Skip to main content

Light touch scheme that identifies needs early

Dot Bromley has been head of Murston Infants in Sittingbourne, Kent, for 21 years.

Dot Bromley has been head of Murston Infants in Sittingbourne, Kent, for 21 years.

About one-third of her school's 134 pupils have speech and language difficulties, and standards on entry are well below national expectations. But by the time they leave in Year 2, these pupils have usually caught up.

Mrs Bromley does not rely on informal classroom observation to bring about this change. Instead, her teachers use Language Link, a computer-based assessment programme.

"It is a formal activity. All the children do the same one. They do sit down and it is a computer program," she said.

"On the other hand, it can also be viewed as just another classroom activity. Certainly the children see it that way.

"You might, over time, be able to identify for yourself what areas children are having difficulties with, but this programme is designed by speech therapists and is a quick way of identifying where children need further support."

MP John Bercow recently published his report into the needs of children with communication difficulties and praised such "light touch" schemes.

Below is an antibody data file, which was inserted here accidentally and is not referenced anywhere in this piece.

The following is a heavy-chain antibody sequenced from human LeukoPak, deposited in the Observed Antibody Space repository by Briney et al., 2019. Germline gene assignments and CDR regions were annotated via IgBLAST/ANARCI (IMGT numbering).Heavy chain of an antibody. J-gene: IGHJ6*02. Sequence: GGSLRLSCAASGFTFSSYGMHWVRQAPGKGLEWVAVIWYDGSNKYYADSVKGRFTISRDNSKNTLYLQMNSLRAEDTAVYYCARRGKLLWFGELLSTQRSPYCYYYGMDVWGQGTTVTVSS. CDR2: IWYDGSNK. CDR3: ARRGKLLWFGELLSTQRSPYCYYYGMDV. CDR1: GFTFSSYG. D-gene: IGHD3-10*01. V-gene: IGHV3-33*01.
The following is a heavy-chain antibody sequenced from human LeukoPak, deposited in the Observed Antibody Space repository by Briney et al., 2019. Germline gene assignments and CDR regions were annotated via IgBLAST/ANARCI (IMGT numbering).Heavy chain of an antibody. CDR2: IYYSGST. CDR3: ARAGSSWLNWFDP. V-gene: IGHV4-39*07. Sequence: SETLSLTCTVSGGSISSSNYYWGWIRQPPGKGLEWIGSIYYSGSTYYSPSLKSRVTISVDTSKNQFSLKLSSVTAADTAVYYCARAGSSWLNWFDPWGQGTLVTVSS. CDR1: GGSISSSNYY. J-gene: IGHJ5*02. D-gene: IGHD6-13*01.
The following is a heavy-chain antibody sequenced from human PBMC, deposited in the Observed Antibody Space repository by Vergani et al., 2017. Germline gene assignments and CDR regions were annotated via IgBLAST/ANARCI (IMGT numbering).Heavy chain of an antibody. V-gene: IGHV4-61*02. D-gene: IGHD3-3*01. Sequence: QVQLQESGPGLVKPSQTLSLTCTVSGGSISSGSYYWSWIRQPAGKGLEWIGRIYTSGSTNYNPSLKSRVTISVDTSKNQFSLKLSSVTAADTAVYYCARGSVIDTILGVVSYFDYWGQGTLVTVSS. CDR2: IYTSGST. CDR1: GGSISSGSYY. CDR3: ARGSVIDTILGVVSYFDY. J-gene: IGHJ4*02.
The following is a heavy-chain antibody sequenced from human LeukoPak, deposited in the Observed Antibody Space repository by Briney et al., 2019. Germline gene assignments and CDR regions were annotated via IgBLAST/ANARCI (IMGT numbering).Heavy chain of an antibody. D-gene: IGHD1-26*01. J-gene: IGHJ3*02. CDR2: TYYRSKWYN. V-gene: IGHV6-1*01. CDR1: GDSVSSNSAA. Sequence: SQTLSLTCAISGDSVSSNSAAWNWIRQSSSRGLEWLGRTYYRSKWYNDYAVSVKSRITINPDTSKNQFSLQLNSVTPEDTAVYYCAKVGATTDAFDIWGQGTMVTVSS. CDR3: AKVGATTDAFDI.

Julia Ritchie, a speech therapist and former government adviser, is one of the team who developed Language Link.

She said that such a screening programme not only helped children with obvious speech difficulties, but also those with milder problems that either would not be picked up or would see them put on a waiting list for a speech therapist, when targeted help in class was all they needed.

"What we're helping teachers do is adapt their linguistic input to the right level for the child," said Ms Ritchie.

"It is difficult through observation to pick up quickly how much language children do understand.

"It's really important that teachers pick up those children who are having significant difficulties in the first term because that sets the pattern for the rest of their schooling."

Log in or register for FREE to continue reading.

It only takes a moment and you'll get access to more news, plus courses, jobs and teaching resources tailored to you